A Bond is a fixed income instrument that represents a loan made by a bond investor ("you") to a borrower ("bond issuer").
A Bond is a debt issued by a government or by a private corporation. When you invest in a bond, you are effectively lending your money to the issuer. In return, the bond issuer promises to pay you the agreed coupon or interest and the face value of the bond upon maturity. When investing in a bond, the primary consideration is the issuer's ability to pay back its obligations. Issuers with lower credit standing tend to pay higher interest rates. If you sell your bond before the maturity date, you can either enjoy capital gains or suffer capital losses depending on the market value of the bond at the time of sale. Prevailing interest rates highly affect bond prices. Generally, bonds are suited for investors who are looking for investments that will generate regular cash flow and moderate returns.
These are fixed income payments by the Issuer to the bond investor on an annual, semi-annual, or quarterly basis.
- As a bond investor, you receive periodic interest payments called coupon payments.
- Once the bond matures, your principal will also be returned to you.
- If a bond is held until its maturity, the investment return of the bond investor will not be affected by bond price fluctuations.
Bond Cash Flow Illustration
2. Price Appreciation
Bonds can be sold in the secondary market prior to their maturity date, and investors may realize capital gains if the bond is sold at a higher selling price versus the price it was bought.
Debt securities issued by the government.
|Retail Treasury Bonds (RTBs)||3 years to 25 years||Quarterly||PHP|
|Fixed Rate Treasury Notes (FXTNs)||3 years to 25 years||Semi-annually||PHP|
|Republic of the Philippines (ROP) Bonds||10 years to 25 years||Semi-annually||USD|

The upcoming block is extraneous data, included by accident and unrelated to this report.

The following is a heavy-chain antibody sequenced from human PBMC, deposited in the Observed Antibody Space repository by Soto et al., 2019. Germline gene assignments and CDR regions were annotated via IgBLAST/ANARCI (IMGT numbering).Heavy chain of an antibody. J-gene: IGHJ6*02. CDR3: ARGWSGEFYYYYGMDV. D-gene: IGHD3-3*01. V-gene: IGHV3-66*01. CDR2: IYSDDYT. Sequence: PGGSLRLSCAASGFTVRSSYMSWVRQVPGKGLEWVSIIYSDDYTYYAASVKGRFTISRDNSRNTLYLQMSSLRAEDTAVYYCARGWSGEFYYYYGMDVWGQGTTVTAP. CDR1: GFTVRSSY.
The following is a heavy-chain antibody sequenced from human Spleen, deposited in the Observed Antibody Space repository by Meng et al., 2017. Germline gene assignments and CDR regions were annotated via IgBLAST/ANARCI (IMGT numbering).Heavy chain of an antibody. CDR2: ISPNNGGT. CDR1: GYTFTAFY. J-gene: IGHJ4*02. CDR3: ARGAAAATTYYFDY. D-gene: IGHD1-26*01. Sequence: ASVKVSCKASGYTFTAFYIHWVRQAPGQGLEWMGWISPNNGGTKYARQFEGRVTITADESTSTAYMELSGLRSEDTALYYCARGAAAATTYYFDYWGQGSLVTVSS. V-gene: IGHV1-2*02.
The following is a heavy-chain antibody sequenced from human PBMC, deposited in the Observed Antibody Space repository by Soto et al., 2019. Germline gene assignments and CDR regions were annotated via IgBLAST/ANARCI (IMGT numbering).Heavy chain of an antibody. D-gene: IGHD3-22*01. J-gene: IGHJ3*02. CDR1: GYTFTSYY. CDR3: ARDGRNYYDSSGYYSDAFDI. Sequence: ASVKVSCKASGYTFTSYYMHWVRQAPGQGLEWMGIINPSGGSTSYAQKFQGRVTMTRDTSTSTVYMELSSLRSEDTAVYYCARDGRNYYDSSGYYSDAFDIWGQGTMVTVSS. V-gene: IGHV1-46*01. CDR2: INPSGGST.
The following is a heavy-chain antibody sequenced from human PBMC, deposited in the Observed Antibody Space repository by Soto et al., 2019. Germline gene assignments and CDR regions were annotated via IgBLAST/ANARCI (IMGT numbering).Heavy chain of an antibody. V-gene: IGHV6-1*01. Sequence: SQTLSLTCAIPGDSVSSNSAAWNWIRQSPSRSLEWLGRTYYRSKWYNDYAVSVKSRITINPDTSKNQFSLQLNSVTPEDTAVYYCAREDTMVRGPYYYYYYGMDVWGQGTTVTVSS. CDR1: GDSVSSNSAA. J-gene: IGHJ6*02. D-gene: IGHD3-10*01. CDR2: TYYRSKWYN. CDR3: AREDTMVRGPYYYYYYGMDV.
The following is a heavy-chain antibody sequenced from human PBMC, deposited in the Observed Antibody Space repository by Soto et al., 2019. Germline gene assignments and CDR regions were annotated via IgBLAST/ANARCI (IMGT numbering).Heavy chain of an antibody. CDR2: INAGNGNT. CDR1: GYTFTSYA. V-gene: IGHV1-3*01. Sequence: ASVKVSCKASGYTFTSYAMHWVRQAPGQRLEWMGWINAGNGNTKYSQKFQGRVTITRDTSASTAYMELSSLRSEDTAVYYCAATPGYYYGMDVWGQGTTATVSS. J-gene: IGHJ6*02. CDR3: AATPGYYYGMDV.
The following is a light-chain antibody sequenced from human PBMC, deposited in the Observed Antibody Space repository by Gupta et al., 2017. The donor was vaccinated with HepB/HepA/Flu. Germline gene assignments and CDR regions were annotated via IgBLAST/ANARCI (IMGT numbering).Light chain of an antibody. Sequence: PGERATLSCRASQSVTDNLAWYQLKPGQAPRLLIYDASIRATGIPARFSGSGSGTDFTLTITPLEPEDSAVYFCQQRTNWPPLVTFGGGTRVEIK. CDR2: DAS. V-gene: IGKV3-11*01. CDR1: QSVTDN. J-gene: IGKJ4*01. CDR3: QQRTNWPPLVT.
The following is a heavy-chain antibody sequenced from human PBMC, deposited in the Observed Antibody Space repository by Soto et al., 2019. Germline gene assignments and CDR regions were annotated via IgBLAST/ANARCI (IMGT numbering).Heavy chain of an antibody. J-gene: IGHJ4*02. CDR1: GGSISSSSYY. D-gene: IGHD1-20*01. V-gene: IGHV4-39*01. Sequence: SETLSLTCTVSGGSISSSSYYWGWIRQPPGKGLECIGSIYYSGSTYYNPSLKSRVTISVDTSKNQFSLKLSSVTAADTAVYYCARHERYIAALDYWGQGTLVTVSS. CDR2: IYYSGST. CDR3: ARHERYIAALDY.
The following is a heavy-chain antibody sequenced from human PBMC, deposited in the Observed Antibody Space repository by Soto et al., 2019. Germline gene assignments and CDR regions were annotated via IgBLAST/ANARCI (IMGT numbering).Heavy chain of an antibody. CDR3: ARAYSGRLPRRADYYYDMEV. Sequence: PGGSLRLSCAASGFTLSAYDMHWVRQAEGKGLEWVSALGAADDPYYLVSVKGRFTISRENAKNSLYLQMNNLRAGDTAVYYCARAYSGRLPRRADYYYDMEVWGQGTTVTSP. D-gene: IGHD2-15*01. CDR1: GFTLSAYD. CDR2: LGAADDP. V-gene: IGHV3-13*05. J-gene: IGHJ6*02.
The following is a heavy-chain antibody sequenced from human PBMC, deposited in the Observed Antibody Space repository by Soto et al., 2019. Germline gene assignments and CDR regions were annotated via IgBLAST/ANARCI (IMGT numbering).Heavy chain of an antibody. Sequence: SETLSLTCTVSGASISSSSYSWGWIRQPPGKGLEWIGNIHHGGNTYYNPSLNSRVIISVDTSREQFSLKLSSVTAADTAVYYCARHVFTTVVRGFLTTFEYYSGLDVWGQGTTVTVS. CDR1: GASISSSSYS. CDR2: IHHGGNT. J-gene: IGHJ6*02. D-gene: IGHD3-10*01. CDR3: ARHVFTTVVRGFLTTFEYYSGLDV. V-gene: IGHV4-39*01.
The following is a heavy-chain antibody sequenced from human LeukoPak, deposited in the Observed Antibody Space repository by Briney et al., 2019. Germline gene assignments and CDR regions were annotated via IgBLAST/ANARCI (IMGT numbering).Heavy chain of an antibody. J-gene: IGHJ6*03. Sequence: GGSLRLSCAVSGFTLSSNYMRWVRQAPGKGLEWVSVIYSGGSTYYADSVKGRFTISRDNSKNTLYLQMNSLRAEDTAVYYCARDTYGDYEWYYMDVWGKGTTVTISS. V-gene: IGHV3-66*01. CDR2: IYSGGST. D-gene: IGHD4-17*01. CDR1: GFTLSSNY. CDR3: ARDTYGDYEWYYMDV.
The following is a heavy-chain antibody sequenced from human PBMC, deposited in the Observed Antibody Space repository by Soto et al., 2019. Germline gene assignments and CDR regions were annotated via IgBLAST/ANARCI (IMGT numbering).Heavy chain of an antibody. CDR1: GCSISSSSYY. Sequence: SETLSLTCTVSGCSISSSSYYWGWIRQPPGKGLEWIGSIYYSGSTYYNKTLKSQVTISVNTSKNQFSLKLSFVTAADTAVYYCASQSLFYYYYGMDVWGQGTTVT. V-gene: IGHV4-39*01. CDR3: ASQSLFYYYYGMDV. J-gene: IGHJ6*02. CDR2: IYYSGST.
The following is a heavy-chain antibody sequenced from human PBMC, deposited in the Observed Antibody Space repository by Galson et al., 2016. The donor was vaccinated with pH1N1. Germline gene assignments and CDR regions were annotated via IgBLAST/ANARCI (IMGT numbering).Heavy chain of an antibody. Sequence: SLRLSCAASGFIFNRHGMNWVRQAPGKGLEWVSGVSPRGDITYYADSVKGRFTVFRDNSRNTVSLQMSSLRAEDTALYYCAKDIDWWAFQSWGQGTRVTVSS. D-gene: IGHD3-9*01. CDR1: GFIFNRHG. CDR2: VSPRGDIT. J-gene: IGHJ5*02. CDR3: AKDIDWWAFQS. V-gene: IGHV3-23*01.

Debt securities issued by a corporation.
|Bonds issued by Philippine Entities or Corporations||2 years to 25 years||Quarterly, Semi-annually||PHP or Foreign Currency|
Collective investment schemes which are invested primarily in government and corporate bonds or fixed income securities and are professionally managed by fund managers.
a. Credit or Default Risk may arise from a borrower's failure to pay the principal and/or the interest.
b. Interest Rate Risk is a possibility of loss due to changes in interest rates that affect bond prices.
c. Reinvestment Risk is the risk associated with the possibility of having lower returns when maturing funds or interest earnings are reinvested.
d. Liquidity Risk is the possibillity of losses due to inability to sell or convert the bond into cash immediately, or in instances where conversion to cash is possible but at a loss.
- Invest directly in individual securities issued by a government or corporation. The investor is the one who assesses and makes the decision on which security to purchase.
- Buy units/shares of a collective investment scheme or a pooled fund thereby indirectly investing in securities issued by a government or corporation. In this arrangement, various investors/participants pool their money and entrust the same to a fund manager, who will be the one to select and buy the underlying securities as allowed by the pooled fund's objective and policies.
To know more about Bonds and applicable fees, please visit the Fixed Income Securities page.